- Though Pune has not experienced a specific trend in rainfall during the last four decades, there has been a marked increase in years with days of heavy rainfall.
- While there is no conclusive evidence yet, globally, on climate-driven changes in the frequency and magnitude of floods, regional changes in rainfall, such as what Pune has been witnessing, could lead to floods.
- Recognising the various dimensions of the vulnerability of cities, allows us to take concrete steps towards making our cities resilient to impacts of extreme weather, anthropogenic or otherwise, write the authors of this commentary.
- The views in this commentary are that of the authors.
In September 2019, Pune city, in India’s western state of Maharashtra, witnessed heavy rainfall and unprecedented flooding. There was widespread destruction of property and loss of lives. Researchers, civil society groups and general public were quick to point to several potential factors including rampant urbanisation, changes in land use and lack of planning that led to the floods. A common thread in many of these debates was imminent climate change resulting in the floods. It was argued that the city might see changing weather patterns and more floods in future. As Pune enters another monsoon season, we ask the question how likely is this to be the case?
We looked at rainfall patterns in Pune during the last 42 years (1978-2020) in detail using daily rainfall values obtained for the city’s Shivajinagar observatory, from the HadISD dataset.
The annual rainfall in Pune city during the last 42 years (Figure 1 a) shows that the mean June-October rainfall during the period was 852.5 mm (dashed red line). While there is significant year-to-year variability during these four decades, no trend in the monsoon rainfall has been observed. The seasonal accumulation during 2019 was not exceptional over this period either, though it is interesting to note that 2019 was preceded by eight years of average or below average rainfall, which has never been observed before.
Daily extremes in rainfall, especially during the peak rainfall season, is a better indicator of flooding than annual rainfall. Therefore, we computed the 95th percentile of daily rainfall for each year (Figure 1 b). In contrast to the seasonal accumulation, years that experienced heavy rainfall episodes seem to be more frequent over the past 20 years. There have been nine years between 2000 and 2020 which have a 95th percentile of daily rainfall greater than 40 millimeters as compared to four years during the period between 1978 and 2000. In 2019, while the seasonal accumulation was not exceptional, the extreme values of daily rainfall are among the highest observed during these 42 years.
Does this mean that Pune city will see more flood events comparable to 2019 in the coming years?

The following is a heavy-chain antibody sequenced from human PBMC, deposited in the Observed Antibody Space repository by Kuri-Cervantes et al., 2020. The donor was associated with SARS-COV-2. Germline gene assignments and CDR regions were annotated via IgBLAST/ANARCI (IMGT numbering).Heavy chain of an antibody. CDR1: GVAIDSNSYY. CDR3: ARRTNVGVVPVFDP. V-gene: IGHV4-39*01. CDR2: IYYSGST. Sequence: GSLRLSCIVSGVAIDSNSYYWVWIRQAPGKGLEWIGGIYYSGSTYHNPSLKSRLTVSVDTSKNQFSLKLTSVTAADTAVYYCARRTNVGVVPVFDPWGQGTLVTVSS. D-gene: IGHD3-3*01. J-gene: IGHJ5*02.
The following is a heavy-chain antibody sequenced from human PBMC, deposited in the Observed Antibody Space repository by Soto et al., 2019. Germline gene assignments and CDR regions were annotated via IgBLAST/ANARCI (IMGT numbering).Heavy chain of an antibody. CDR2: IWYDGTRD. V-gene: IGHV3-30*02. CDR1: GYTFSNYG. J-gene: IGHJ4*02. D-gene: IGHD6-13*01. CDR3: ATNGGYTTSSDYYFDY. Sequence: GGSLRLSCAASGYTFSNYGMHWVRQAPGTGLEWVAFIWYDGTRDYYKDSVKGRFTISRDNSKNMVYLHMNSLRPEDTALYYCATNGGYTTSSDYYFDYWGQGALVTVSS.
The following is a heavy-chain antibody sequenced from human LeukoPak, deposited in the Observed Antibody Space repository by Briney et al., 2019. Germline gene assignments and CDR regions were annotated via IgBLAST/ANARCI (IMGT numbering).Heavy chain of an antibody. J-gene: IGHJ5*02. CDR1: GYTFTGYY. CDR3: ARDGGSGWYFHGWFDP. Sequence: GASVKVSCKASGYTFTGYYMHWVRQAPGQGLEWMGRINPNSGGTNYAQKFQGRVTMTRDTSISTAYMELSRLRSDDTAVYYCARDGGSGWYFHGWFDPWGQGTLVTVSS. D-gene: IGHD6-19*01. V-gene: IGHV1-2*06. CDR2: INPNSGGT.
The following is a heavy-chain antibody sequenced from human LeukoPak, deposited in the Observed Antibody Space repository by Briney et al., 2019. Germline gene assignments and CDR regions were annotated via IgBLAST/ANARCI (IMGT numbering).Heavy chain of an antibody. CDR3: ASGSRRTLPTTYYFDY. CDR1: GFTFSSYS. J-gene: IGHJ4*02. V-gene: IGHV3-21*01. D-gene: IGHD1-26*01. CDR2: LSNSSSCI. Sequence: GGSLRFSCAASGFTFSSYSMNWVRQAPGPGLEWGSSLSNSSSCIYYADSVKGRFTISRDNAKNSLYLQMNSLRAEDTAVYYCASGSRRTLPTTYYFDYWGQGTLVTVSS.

Our analysis clearly shows that although Pune has not been experiencing a trend in rainfall during the last four decades, there has been a marked increase in years with days experiencing heavy rainfall. Such heavy rainfall is more likely to cause flooding. Indeed, the devastating floods in 2019 were triggered by heavy rainfall that happened over three days beginning 25th September. Our analysis is based on data from just the Shivajinagar observatory and therefore our results are likely to be representative of the situation in the inner city than the suburbs. Nevertheless, this is indicative of how rainfall has been changing over the last four decades in the Pune region.
The Mula-Mutha basin and Pune city have witnessed huge transformation in land use over the last three decades. Built-up area has increased from 32% in 1990 to 48% in 2019. In 2015 the city disaster management plan had identified the wards that were at risk of floods and flash floods and outlined several mitigation measures. Stormwater system in the city has not kept pace with its expansion and encroachment has resulted in the decrease in width of rivers and increase in the number of potential flash flood points in the city. The Pune Municipal Corporation itself acknowledged the role of encroachments in the 2019 floods. The civic body had initiated an anti-encroachment drive and construction of retaining walls in the flood zone, particularly in the worst affected Ambil Odha. However, a lot more remains to be done.
Extreme events and natural disasters are frequently attributed to climate change, and the debate around floods in Pune has been no exception. Rainfall is but one aspect of climate change. There is no conclusive evidence yet globally on climate driven changes in the frequency and magnitude of floods. Nevertheless, regional changes in rainfall such as what Pune has been witnessing could lead to floods. There is increasing evidence from recent studies that such floods induced by extreme rain events have been on the rise in Central India.
Climate change has become a rallying point for global environmental action, and rightly so. However, at the scale of a city, climate change can easily become a straw man to maintain status quo, suggesting helplessness against natural forces that one does not have control over. This can obscure the multiple stressors that cities and urbanising basins face and also the role of human interventions such as the ones that we noted above in exacerbating flood risk. Recognising the various dimensions of vulnerability allows us to take concrete steps towards making our cities resilient to impacts of extreme weather, anthropogenic or otherwise.
The authors are with the Centre for Water Research, Indian Institute of Science Education and Research (IISER) Pune. Ayushman Singh is an M.S. student, Joy Merwin Monteiro (climate scientist) and Bejoy K. Thomas (social scientist) are faculty members.
Banner image: Vehicles wade through the waters on the flooded banks of Mutha river during the rains of July 2007. Photo by Shankar S./Flickr.